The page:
Obituary: Pierre Naville
Thursday 03 June 1993
PIERRE NAVILLE was the very last of the original Parisian Surrealists - those who launched the movement in the 1920s.
If Naville has outlived the others, it is in part because he was younger than the rest, rallying to the nascent Surrealist movement in 1924 at the age of 21. Like most of his friends, he was from a comfortable middle-class background: his involvement with Surrealism was a kind of apprenticeship in revolt, before his mature career got under way. Although the author of a book of Surrealist poetry, Les Reines de la main gauche (1924) and the co-editor of the first three numbers of the journal La Revolution surrealiste, his real interests were to be in politics and sociology. Indeed, the increasing distance between Naville and his fellow Surrealists in the latter half of the 1920s was indicative of the movement's difficulty in reconciling poetic freedom with political commitment. The movement's leader, Andre Breton, after attempting the impossible union of the two, was to choose the former by 1935; Naville had already chosen the latter in 1926.
That year he became co-editor of the independent Communist journal Clarte, and published a challenge to Breton and the rest of the group in the form of a brochure entitled La Revolution et les intellectuels, que peuvent faire les surrealistes? ('The Revolution and the Intellectuals: what can the Surrealists do?'). Here he placed before the movement a crucial choice between negative anarchism and 'the only revolutionary path, that of Marxism'. Breton was to reply, at first defending the revolutionary nature of artistic exploration, and then announcing in 1927 that all Surrealists were to become members of the French Communist Party - a move which led to the first serious schism within the group.
Despite his role in sparking off Surrealism's ill-fated adventure with the Party, Naville himself was quickly to show his colours as a Communist dissident. Having had first-hand experience of Trotsky's struggle against Stalin on a visit to Moscow in 1927, he published the following year in Clarte a chapter of Victor Serge's anti-Stalinist account of events in Russia, thus earning his own expulsion from the Party and his rejection by the now committed Surrealist group. Thereafter Naville militated openly in the Trotskyist cause, playing an important role in the founding of the ill-fated Fourth International in 1938. Although at this later date Breton also began to look to Trotsky as the antidote to Stalinism, no rapprochement between him and Naville took place.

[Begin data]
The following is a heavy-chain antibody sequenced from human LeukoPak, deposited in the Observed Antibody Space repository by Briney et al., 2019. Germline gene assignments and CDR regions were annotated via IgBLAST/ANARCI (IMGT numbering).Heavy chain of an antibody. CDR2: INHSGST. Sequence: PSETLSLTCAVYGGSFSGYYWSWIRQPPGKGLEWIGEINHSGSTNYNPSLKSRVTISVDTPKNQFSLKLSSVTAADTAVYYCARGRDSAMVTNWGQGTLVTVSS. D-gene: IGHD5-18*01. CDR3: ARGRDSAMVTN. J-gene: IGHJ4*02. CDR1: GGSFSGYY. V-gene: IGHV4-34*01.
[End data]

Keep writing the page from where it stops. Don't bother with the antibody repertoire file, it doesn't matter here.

During the Second World War Naville published the first studies in what was to be an immense oeuvre dedicated to sociology and political science, particularly focused on work and industry. Beginning with a book on Behaviourism and a significant examination of the 18th-century materialist thinker the Baron d'Holbach, Naville went on to publish a vast, seven-volume analysis of state socialism in the Communist world under the title Le Nouveau Leviathan ('The New Leviathan'). He grouped many of his works from the 1940s to the 1980s under the umbrella title Les Transformations modernes de la vie sociale ('The Modern Transformations of Social Life').
Although never a university academic, he was finally made an honorary director of research at the prestigious state-funded Centre National de la Recherche Scientifique.
Throughout his career as a social scientist, Naville never forgot his militant youth, publishing a homage to Trotsky in 1962. Nor did he forget his early career as a poet. His first wife, Denise (the cousin of Breton's first wife), with whom he lived until her death in 1970, was an important translator of German Romantic poetry, and Naville himself was a passionate amateur painter all his life.
In 1977 Pierre Naville brought out Le Temps du surreel ('The Time of the Surreal'), a volume which combined memories of the heroic period of Surrealism in the 1920s with his own texts from that time and new reflections on the importance of the movement - a fitting memorial to one whose life embraced so much and with such remarkable consistency.
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